The third in the series, the Midnight Club range has always proved popular with the speed freaks, but can this latest edition build on the previous version and steer the game to glory.
Six months on from Need to Speed Underground 2 (NFSU2) and Rockstar’s Midnight Club 3 is challenging EA’s dominance in yet another market. The gameplay is very similar as is the premise, however gone is the reliance on style over substance.
You begin on the streets of San Diego (Rockstar’s hometown) although you can race in two other cities; Detroit and Atlanta, the task at hand is to cruise around town and pick races when you feel comfortable enough to have a go at winning them. Win races and you earn more cash, and more cash gives you the chance to soup up your wheels.
Unlike NFSU2 the game doesn’t rely on you styling your car to gain Kudos and extra cash, there are some races that require you to have a certain style like a sedan or something but other than that money spend on what’s under the bonnet is far more important in the early stages.
Once you’ve earned your cash, it’s normally a case of heading down to 619 customs - the garage in the game - to pimp your ride. Here, everything, and we mean everything, can be changed, customised or improved. For those looking to get out quick there is an auto upgrade button that gives you the best engine upgrades for your cash, however those wishing to idle way the time can opt to colourise exhausts, tint windows and even apply motifs on your car. Once you’ve pimped the ride enough you can even sell it and do it all again with 49 other licensed vehicles and depending on how you are doing in the career mode will depend on how many elements, cars and extras are unlocked for you to strive for.
Get on the street and the races are often, although like NFSU2 you need to drive around town to find them. Once found races are normally a best of three, and means you have to come first in all three races to complete the round. This is the game’s heart and racing through the checkpoints the fastest the goal.
Races themselves are well balanced, always with a tricky corner or turn half way through that is bound to scupper the inexperienced. That said don’t be fooled by the fear that crashing or getting lost will instantly lose you the game, in the many races we took part in as part of this review the amount of times we went from 6th to first was surprising.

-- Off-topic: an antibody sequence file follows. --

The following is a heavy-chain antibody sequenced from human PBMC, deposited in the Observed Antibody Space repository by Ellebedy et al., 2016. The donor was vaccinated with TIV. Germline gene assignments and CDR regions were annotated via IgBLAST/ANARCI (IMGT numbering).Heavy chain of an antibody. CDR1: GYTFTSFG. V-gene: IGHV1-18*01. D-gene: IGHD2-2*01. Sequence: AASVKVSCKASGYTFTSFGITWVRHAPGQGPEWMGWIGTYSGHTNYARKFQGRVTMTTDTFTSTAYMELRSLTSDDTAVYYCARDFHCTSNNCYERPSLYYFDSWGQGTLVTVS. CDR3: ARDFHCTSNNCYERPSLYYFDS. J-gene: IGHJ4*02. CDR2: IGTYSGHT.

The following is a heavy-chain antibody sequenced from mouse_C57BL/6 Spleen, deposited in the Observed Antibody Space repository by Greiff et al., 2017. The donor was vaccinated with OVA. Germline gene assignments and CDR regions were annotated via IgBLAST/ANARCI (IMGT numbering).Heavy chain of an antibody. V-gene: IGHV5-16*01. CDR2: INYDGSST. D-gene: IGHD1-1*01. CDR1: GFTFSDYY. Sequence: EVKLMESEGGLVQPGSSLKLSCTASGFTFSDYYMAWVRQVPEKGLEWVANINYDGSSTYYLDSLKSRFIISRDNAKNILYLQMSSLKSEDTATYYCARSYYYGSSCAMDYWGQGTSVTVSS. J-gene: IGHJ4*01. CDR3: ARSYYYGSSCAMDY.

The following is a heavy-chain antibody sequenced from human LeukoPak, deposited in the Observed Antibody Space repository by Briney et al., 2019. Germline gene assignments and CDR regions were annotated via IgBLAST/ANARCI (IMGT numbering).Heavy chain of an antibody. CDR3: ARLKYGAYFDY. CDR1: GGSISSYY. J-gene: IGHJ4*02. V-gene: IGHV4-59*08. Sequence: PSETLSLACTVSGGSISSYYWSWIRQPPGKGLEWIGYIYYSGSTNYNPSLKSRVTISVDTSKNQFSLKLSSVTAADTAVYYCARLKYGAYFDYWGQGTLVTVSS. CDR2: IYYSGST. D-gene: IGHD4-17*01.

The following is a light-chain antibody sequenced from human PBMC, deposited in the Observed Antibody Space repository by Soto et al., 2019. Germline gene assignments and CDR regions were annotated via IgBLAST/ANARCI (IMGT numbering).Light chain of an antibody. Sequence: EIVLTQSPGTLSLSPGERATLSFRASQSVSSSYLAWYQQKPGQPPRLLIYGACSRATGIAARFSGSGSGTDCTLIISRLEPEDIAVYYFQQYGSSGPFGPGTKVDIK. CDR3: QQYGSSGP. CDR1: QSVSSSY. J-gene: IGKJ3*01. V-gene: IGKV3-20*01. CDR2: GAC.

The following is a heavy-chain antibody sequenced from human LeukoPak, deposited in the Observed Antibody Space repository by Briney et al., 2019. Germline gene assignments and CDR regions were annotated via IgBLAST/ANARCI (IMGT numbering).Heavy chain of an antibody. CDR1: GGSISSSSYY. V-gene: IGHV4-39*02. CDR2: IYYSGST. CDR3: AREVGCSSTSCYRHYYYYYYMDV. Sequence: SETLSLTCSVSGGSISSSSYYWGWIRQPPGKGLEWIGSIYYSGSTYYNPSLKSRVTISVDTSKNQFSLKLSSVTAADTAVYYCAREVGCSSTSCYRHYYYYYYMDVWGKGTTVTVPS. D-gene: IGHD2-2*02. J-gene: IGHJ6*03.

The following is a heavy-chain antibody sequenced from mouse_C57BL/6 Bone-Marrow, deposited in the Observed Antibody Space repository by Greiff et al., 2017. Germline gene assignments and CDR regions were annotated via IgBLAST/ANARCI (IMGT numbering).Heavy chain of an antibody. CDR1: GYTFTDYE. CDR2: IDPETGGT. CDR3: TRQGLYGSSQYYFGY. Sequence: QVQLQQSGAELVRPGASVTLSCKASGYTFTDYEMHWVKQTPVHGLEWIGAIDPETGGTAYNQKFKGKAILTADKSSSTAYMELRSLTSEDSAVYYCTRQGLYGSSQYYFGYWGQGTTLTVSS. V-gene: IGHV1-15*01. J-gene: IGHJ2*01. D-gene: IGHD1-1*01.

Of course driving like a maniac is bound to draw attention and one of our favourite parts of the game is when the police get involved, without warning police blocks start appearing and motorbikes trying to ram you off the road with instructions to stop. This extra intrusion, only adds to the tense final straight of any race and can cost you first place if your not careful.
Graphics are the key here and Midnight Club prides itself on being fast and furious, and that it is. In fact, at times the game is so fast that you really are driving by “Jedi force” rather that actually having a notion of what you are doing. This combined with a nitro mode that allows you slipstream opponents to go even faster and you can easily be way off course in a matter of second as you shoot past the other cars and the turning.
For NFSU2 fans this is more of the same without the style aspirations and probably a worthy investment if it’s starting to tire. The eight-player online feature will a please race junkies looking for that extra challenge and the addition of a race editor means the choice of races is ultimately endless. The decision to opt for substance over style when it comes to racing was more appealing to us that spending hours crafting a “pretty” car. Our only complaint - that it really does get blurry when you go fast. Even if it’s meant to be that way to represent the nitro effect, it’s not one to play if you’re having trouble focusing after coming back from the pub. Either that, or it could make a good reaction testing game before you’ve all sobered up.